The pension after divorce – how pensions sharing works

Font size


If you’re getting divorced and your husband, wife or civil partner has a pension, it can be divided – or shared – when you divorce. But how is the pension shared and what do happens to your pension after divorce?

Pensions sharing in brief

If you get divorced and one of you has a much larger pension than the other, it can be split, or shared at the time you get divorced. In England and Wales, the person who is receiving some of their ex’s pension will get a percentage of its value. In Scotland, it can be expressed as a percentage or a fixed amount.

SAVVY TIP: If you receive part of your ex’s pension, this share is called a ‘pension credit’. It’s nothing to do with the state benefit of the same name.

In order for the pension to be shared, it must first be valued. This is can be complex, especially with final salary type pensions. The final value of the pension and therefore the amount one partner will get, is only worked out the day before the final court order is made.

Catherine Morgan is a financial planner who offers financial planning and coaching for women at The Money Panel. She says that if you know you’re getting a share of your ex’s pension, it’s important to get help as early as possible. “If the pension is a final salary pension, it may take some time to gather information together about your options – and the information can be difficult to interpret.”

SAVVY TIP: In Scotland, a court order doesn’t have to be used. Couples can agree how much of the pension to share in a settlement negotiated by their solicitors.

How pensions can be shared

There are two options for sharing the pension after divorce or dissolution of a civil partnership.

  • You can be given a share of the pension which you must transfer into your own pension or start a new one. You can’t spend this money or put it into a savings account. All private sector and personal pensions have to offer this option. However, public sector schemes do not.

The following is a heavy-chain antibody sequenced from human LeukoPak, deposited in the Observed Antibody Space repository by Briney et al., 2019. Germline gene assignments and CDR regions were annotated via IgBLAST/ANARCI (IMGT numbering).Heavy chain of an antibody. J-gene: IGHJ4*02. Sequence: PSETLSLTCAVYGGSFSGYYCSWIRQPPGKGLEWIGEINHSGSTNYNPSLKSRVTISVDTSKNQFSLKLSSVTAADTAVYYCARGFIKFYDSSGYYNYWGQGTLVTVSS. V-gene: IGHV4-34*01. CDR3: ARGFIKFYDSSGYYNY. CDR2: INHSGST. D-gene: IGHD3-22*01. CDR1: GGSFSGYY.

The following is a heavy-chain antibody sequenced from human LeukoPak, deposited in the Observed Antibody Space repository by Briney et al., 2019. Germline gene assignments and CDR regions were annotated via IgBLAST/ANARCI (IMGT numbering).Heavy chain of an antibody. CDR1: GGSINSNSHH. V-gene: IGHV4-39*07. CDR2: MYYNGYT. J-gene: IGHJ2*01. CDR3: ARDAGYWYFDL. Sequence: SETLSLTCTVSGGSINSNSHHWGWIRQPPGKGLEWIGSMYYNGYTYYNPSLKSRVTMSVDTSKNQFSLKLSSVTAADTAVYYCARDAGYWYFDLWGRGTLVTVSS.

• You can become a member of your husband, wife or civil partner’s pension. This is more likely to be offered to you if the pension that’s being shared is a public sector pension that is ‘unfunded’. This means that today’s workers pay for today’s pensioners. Not all public sector pension schemes are unfunded. If you want to transfer your share of the pension to another scheme, your share will be based on a lower value.

If you’re getting divorced in England or Wales, the pension will be split through a pensions sharing order. Fiona Sharp of Verve Financial says you shouldn’t delay acting once the order has been made. “It is vital to implement a Pension Sharing Order. Do not stick it in the drawer and leave it for later! This can create endless problems down the line, especially if pension schemes close in the future or are transferred elsewhere. You may find that your order is invalid and you may have to go back to court to rectify the situation, and that would involve extra cost.”

The mechanics of pensions sharing